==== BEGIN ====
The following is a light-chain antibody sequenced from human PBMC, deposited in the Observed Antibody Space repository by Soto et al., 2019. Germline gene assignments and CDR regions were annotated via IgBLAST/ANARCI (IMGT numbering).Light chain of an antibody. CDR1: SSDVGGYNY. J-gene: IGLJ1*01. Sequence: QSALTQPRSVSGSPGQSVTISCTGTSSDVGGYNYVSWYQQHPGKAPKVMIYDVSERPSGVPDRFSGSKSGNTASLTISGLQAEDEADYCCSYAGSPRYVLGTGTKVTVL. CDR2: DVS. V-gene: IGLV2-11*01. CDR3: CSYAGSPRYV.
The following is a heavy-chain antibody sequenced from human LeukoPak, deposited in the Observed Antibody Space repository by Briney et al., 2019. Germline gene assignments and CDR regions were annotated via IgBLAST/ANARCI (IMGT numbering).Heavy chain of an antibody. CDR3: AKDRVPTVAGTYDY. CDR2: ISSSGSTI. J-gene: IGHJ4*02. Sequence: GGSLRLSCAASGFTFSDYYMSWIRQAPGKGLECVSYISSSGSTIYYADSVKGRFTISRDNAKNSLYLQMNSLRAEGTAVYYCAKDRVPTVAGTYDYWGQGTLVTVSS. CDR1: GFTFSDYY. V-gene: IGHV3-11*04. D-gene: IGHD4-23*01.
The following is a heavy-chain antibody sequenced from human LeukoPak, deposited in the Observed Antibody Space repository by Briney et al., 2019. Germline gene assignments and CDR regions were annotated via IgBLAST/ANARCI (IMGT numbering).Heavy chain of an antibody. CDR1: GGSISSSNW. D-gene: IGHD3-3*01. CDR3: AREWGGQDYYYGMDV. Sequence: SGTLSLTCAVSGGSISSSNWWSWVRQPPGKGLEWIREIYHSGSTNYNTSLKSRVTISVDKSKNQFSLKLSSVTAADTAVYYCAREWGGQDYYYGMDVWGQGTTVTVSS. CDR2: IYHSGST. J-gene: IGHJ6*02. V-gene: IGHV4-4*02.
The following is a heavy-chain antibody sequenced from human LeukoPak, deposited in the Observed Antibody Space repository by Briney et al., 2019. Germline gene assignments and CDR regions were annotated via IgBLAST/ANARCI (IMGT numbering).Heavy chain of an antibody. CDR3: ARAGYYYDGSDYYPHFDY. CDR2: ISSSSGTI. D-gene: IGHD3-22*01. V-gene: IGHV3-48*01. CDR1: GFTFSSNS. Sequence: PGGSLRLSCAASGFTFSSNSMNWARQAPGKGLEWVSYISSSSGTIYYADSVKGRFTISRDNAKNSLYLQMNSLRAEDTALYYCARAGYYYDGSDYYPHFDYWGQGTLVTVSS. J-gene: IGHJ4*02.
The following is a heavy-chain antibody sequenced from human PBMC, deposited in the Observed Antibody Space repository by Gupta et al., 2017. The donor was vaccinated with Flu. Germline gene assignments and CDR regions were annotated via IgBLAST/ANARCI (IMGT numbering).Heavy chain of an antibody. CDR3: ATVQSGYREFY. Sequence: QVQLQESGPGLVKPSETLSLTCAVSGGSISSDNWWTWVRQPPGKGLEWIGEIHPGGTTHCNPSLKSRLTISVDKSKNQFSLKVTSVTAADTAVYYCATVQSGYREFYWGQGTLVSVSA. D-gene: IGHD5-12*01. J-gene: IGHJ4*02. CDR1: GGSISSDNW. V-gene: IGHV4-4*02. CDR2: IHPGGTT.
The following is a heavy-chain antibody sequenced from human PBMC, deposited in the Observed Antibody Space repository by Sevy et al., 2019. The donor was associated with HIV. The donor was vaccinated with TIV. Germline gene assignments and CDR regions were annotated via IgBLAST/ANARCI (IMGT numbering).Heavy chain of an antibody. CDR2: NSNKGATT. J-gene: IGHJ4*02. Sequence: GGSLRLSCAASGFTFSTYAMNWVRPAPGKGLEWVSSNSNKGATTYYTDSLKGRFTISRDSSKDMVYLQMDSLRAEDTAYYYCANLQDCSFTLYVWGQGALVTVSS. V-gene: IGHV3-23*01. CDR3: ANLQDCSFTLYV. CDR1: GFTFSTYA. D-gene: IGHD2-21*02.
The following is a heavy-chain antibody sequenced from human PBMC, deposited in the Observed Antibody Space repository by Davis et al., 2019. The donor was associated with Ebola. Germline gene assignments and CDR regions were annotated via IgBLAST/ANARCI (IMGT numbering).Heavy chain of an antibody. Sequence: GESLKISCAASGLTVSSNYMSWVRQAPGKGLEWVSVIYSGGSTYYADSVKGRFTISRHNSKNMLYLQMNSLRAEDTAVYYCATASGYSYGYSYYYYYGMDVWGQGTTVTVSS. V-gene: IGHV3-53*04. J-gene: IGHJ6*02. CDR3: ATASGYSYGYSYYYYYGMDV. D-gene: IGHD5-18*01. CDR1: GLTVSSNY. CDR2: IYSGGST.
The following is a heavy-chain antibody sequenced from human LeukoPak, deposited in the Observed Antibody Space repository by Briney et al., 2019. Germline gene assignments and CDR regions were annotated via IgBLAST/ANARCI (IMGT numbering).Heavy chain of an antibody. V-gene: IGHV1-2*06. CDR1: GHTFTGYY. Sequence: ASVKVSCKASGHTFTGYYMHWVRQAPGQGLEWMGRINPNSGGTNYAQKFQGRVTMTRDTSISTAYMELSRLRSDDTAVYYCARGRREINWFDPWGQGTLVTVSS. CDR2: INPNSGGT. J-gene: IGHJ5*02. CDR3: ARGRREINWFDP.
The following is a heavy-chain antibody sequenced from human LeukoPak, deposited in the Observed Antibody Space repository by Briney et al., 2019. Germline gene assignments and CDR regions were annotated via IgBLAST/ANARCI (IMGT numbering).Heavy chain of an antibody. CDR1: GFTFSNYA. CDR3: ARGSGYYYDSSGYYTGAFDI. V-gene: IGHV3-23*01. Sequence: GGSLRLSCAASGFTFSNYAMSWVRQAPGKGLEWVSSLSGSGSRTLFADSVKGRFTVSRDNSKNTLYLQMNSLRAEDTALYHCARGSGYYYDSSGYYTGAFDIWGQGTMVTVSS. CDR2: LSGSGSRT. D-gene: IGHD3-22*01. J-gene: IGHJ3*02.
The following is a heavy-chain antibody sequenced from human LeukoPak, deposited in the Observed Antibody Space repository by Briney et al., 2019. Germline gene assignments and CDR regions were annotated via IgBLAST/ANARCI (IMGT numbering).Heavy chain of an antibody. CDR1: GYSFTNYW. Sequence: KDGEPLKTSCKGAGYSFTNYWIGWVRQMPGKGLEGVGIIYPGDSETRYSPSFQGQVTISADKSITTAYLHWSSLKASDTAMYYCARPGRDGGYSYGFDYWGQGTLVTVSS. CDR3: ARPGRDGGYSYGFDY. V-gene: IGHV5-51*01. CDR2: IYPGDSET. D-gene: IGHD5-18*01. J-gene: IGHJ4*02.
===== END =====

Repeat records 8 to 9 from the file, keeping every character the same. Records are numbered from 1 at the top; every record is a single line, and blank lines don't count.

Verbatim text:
The following is a heavy-chain antibody sequenced from human LeukoPak, deposited in the Observed Antibody Space repository by Briney et al., 2019. Germline gene assignments and CDR regions were annotated via IgBLAST/ANARCI (IMGT numbering).Heavy chain of an antibody. V-gene: IGHV1-2*06. CDR1: GHTFTGYY. Sequence: ASVKVSCKASGHTFTGYYMHWVRQAPGQGLEWMGRINPNSGGTNYAQKFQGRVTMTRDTSISTAYMELSRLRSDDTAVYYCARGRREINWFDPWGQGTLVTVSS. CDR2: INPNSGGT. J-gene: IGHJ5*02. CDR3: ARGRREINWFDP.
The following is a heavy-chain antibody sequenced from human LeukoPak, deposited in the Observed Antibody Space repository by Briney et al., 2019. Germline gene assignments and CDR regions were annotated via IgBLAST/ANARCI (IMGT numbering).Heavy chain of an antibody. CDR1: GFTFSNYA. CDR3: ARGSGYYYDSSGYYTGAFDI. V-gene: IGHV3-23*01. Sequence: GGSLRLSCAASGFTFSNYAMSWVRQAPGKGLEWVSSLSGSGSRTLFADSVKGRFTVSRDNSKNTLYLQMNSLRAEDTALYHCARGSGYYYDSSGYYTGAFDIWGQGTMVTVSS. CDR2: LSGSGSRT. D-gene: IGHD3-22*01. J-gene: IGHJ3*02.